Of 333 participants invited, 296 completed the survey at t2 (88.9%), and 200 (60%) passed response validity tests. Validity testing, which was only performed at t2, took the form of an attention check, wherein participants were instructed to select a specific response to a question at 2 independent points in the survey. Of the remaining cases, 4/200 (2%) had missing data. Not accounting for data removed due to failed validity testing, 200/237 (84%) of invited participants completed the survey (200 of 237 participants not known failed validity checks). Median age of participants was 33 (IQR 18-69); 118/200 (59%) were White; 27/200 (13.5%) were Black; 16/200 (8%) were of Asian descent; and 9/200 (4.5%) identified as being multiracial; 27/200 (13.5%) were Hispanic or Latinx. Most participants had completed college (n=74/200, 37%) or had at least some graduate school education (n=62/200, 31%); 123/200 (62.5%) were employed, with 47/200 (23.5%) self-identified as essential workers.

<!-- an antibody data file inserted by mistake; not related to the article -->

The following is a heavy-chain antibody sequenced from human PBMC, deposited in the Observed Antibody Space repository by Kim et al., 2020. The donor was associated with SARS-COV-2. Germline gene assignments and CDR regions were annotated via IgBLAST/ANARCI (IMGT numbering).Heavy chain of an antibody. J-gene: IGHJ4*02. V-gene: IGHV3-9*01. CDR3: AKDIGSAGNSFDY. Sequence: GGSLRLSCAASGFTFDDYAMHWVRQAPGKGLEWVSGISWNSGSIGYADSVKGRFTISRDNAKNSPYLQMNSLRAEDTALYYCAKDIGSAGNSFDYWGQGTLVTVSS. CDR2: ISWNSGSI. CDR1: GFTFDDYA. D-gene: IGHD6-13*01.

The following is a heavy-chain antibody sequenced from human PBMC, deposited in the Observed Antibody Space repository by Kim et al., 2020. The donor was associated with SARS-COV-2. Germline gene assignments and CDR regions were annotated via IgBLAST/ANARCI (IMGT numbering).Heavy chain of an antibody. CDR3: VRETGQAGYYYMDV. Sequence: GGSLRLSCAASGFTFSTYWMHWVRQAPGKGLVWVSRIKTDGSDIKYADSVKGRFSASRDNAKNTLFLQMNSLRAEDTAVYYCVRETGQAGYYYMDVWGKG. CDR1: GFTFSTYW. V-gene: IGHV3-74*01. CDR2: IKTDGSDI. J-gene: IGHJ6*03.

Four variables of interest were considered. Fear of COVID-19 was measured using the 7-item Fear of COVID-19 Scale [27]. Items included being afraid of dying from COVID-19 and experiencing physical symptoms of fear. Response options were on a 5-point Likert scale from “strongly disagree” to “strongly agree.” Responses were summed, with scores ranging from 7 to 35 (Cronbach α=.897 at t1; Cronbach α=.904 at t2). The following 3 prevention behaviors were measured: (1) staying home except for essential activities, (2) physical distancing of 6 feet from nonhousehold members, and (3) using a face mask in public. Participants were asked, “which of the following prevention behaviors have you been using?” with response options of “yes” or “no” for each.

Statistical Analyses